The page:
Goats love to climb and will use the hay bales as a piece of playground equipment. After a while they turn the bale into a pile of worthless fodder that they will not eat because it smells bad to them. If you use the cattle panels, make sure you cut holes so that the goats can get to the hay. Cut them big enough so they donít get their horns caught and their heads stuck but not so big that they crawl through them to get inside. Last year I lost a goat for a day because she crawled inside the barrier AND the bale. All that you could see was her muzzle and her eyes in the bale. She kept crying for help but I just could not find her!
AS I said previously, Iím planning a trip to the cotton gin when the rain lets up in a few days. Whole cotton seed is an animal feed that I advocate. Itís high in protein and fiber. The only drawback is that it takes a whole lot of scooping and bucketing. It wouldnít be so inexpensive if they sacked it up! Many people are of the opinion that whole cottonseed will cause the scours because of the high protein content, but I havenít found this to be true with goats. If you have any doubts, then consult your Veterinarian. Make sure you keep it dry. The moldy and wet condition applies to this feed also.
Whichever route you go with your feeding plan, keep your thoughts on the economics of what you are doing but donít scrimp on herd health just to make old Lincoln scream. Keep an open mind and donít forget to ask questions of the people who know about such stuff! They say experience is the best teacher, but if you can learn from other peoples experience then you will stay ahead of the game.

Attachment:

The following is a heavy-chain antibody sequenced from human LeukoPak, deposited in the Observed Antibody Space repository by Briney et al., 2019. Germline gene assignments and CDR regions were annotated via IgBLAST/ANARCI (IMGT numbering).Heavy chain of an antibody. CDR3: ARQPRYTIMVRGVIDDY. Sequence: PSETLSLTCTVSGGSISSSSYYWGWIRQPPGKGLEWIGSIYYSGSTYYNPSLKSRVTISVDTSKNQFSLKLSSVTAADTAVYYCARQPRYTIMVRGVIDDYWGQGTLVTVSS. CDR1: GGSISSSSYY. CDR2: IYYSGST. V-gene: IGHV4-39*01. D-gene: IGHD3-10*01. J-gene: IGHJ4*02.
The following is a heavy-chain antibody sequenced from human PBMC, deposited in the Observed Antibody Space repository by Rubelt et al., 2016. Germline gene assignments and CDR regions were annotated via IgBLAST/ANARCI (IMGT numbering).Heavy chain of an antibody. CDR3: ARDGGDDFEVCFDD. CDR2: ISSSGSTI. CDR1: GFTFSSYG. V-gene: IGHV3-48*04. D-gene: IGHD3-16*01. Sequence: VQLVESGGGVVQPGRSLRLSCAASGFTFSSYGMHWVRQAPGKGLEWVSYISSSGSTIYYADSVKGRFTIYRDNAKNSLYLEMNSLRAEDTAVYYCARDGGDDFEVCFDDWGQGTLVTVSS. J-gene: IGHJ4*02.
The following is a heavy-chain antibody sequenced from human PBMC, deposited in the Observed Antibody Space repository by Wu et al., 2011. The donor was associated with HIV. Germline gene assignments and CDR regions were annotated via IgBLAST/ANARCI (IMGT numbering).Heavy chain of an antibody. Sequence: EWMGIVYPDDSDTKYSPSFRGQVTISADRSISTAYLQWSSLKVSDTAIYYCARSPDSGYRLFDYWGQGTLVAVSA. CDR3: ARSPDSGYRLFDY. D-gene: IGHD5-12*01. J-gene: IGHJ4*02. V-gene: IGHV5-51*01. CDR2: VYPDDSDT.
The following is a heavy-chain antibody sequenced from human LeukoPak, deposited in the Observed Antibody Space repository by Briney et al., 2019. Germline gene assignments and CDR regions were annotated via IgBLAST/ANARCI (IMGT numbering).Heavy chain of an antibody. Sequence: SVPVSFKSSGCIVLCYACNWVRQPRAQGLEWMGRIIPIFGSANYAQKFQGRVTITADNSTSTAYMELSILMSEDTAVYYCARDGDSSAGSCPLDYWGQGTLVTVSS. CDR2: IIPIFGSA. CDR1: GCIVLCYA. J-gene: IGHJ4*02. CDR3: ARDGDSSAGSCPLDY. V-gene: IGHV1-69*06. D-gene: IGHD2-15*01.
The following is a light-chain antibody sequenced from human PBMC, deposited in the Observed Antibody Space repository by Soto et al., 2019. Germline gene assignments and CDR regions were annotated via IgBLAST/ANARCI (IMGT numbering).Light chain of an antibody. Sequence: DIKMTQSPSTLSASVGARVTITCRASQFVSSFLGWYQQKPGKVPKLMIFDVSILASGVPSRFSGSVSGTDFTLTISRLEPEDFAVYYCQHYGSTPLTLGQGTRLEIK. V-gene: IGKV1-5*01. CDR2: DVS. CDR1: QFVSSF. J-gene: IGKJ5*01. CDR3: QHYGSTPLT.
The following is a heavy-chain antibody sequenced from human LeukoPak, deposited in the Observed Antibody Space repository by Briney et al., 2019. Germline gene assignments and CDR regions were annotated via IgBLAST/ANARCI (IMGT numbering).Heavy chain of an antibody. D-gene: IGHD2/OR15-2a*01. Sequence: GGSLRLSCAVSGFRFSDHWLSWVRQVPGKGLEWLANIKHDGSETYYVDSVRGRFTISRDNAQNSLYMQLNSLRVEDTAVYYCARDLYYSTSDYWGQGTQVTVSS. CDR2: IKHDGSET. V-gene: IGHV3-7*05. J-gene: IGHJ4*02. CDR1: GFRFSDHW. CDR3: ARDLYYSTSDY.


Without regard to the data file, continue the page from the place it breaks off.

If you fine Folks have any suggestions, by all means contact me and Iíll try to get the word out. Even though we have been getting some rains, that doesnít mean we are out of the woods yet. The weather Gurus say that weíre ďentering a wet periodĒ. Unfortunately, our Higher Power may have a different idea.
The T.D.A. has done it again!
If you canít get any government drought grant money you can thank Susan Combs and her cow cronies. The only livestock producers eligible for these monies are cow-calf producers and sheep raisers. I guess the $70 a bale we pay for hay is not as important as the amount the eligibles pay! I would jump up on my soap box and tell everyone to cause an outcry but Iím feeling worn thin and disgusted by the actions of politicians now days. I guess it is their intentions to keep at their shenanigans until we cry uncle. It is my belief that they did the distribution of these funds this way so as to distract us from the paltry amount that it really is. People have lost millions of dollars, and the livestock industry is in shambles because of this drought and the Politicians are throwing pennies at it. You canít use that cow, nanny, or ewe to breed once she goes through the slaughter house door.